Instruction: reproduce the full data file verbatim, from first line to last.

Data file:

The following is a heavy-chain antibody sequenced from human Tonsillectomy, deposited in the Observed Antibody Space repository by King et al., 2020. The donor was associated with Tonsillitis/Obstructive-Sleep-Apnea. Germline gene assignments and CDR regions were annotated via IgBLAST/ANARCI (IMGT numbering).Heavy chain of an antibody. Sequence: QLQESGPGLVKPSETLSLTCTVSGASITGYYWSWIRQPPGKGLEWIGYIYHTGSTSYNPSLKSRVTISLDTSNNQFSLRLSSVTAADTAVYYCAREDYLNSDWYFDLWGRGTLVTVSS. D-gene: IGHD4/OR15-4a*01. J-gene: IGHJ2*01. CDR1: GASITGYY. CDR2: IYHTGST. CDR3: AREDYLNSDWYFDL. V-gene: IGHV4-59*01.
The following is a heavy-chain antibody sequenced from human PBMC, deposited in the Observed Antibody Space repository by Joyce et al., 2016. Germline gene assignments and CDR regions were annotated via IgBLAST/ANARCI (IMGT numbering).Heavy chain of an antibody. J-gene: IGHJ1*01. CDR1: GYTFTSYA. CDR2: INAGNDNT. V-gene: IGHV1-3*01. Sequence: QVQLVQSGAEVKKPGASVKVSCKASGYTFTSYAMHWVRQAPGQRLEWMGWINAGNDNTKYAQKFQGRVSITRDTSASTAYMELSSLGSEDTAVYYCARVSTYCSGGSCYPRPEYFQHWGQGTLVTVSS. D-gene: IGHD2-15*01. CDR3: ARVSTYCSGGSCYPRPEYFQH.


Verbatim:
The following is a heavy-chain antibody sequenced from human Tonsillectomy, deposited in the Observed Antibody Space repository by King et al., 2020. The donor was associated with Tonsillitis/Obstructive-Sleep-Apnea. Germline gene assignments and CDR regions were annotated via IgBLAST/ANARCI (IMGT numbering).Heavy chain of an antibody. Sequence: QLQESGPGLVKPSETLSLTCTVSGASITGYYWSWIRQPPGKGLEWIGYIYHTGSTSYNPSLKSRVTISLDTSNNQFSLRLSSVTAADTAVYYCAREDYLNSDWYFDLWGRGTLVTVSS. D-gene: IGHD4/OR15-4a*01. J-gene: IGHJ2*01. CDR1: GASITGYY. CDR2: IYHTGST. CDR3: AREDYLNSDWYFDL. V-gene: IGHV4-59*01.
The following is a heavy-chain antibody sequenced from human PBMC, deposited in the Observed Antibody Space repository by Joyce et al., 2016. Germline gene assignments and CDR regions were annotated via IgBLAST/ANARCI (IMGT numbering).Heavy chain of an antibody. J-gene: IGHJ1*01. CDR1: GYTFTSYA. CDR2: INAGNDNT. V-gene: IGHV1-3*01. Sequence: QVQLVQSGAEVKKPGASVKVSCKASGYTFTSYAMHWVRQAPGQRLEWMGWINAGNDNTKYAQKFQGRVSITRDTSASTAYMELSSLGSEDTAVYYCARVSTYCSGGSCYPRPEYFQHWGQGTLVTVSS. D-gene: IGHD2-15*01. CDR3: ARVSTYCSGGSCYPRPEYFQH.